Stanford (California) GC
Moving on: 1. Stanford (-28), 2. Wake Forest (+2), 3. Oklahoma State (+3), 4. Virginia Tech (+4), 5. Arizona (+5), 6. USC (+8)
Just missed: 7. Florida (+9), 8. Pepperdine (+20), 9. San Jose State (+23), 10. Denver (+26), 10. New Mexico State (+26)
Medalist: Rachel Heck, Stanford (-11)
Advancing individuals: Kajsa Arwefjall, San Jose State (-3); Brigitte Thibault, Fresno State (-2); Anna Zanusso, Denver (-2)
Story of the day: For the fourth straight tournament and fifth time this season, Heck, the heralded freshman from Memphis, captured medalist honors. This time she joined Albane Valenzuela as the only regional champions in program history. Her five victories on the season don’t just put her firmly in the Annika Award mix, they also move her to fourth on the school’s all-time wins list in just eight college starts.
As for the Cardinal, they set their own 18-, 36- and 54-hole regional scoring records as they shot 28 under and won by 30 shots on their home golf course. Stanford now advances to their 11th straight NCAA Championship.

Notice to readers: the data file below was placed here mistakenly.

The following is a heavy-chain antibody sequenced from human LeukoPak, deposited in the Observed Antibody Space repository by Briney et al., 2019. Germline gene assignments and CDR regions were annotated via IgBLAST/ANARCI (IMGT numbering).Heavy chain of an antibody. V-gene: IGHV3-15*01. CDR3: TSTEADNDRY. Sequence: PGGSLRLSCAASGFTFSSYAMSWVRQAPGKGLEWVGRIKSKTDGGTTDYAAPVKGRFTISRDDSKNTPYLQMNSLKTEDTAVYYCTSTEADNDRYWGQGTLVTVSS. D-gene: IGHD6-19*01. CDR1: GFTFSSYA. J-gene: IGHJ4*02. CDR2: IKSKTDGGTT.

All five Cardinal players finished in the top 15, with sophomore Angelina Ye placing second behind Heck.
Notable nuggets: Senior Emilia Migliaccio tied for sixth to lead Wake Forest to its fifth NCAA Championship in its last six tries and third straight appearance at nationals. It was Migliaccio’s first regional top-10 and just her second top-10 this season. … For the first time since 2016, Oklahoma State is headed to the NCAA Championship. The Cowboys didn’t even make regionals two years ago before head coach Greg Robertson took over before the start of last season. Sophomore Maja Stark’s third-place showing was her fifth top-3 finish of the spring. … Virginia Tech, in its sixth year as a program, punched its first-ever ticket to nationals. … Arizona, the 2018 national champion, shot 5 under, the round of the day, to climb two spots and inside the cut line. Yu-Sang Hou’s 5-under 66 paced the Wildcats in the final round and tied Leta Lindley (1993) for the program’s best regional score. Hou’s 6-under total was a school record. … “It's probably the most clutch putt I've ever made with what was on the line,” said USC senior Amelia Garvey of her 11-foot par save on the final hole to clinch the final NCAA Championship berth for the Trojans by a shot over Florida. Garvey led the way with a T-12 finish as USC struggled to offset a T-70 finish by senior Allisen Corpuz, who hadn’t finished worse than fourth in her first six events of the spring before placing T-15 at Pac-12s. Impressively, USC will now play a 23rd straight NCAA Championship.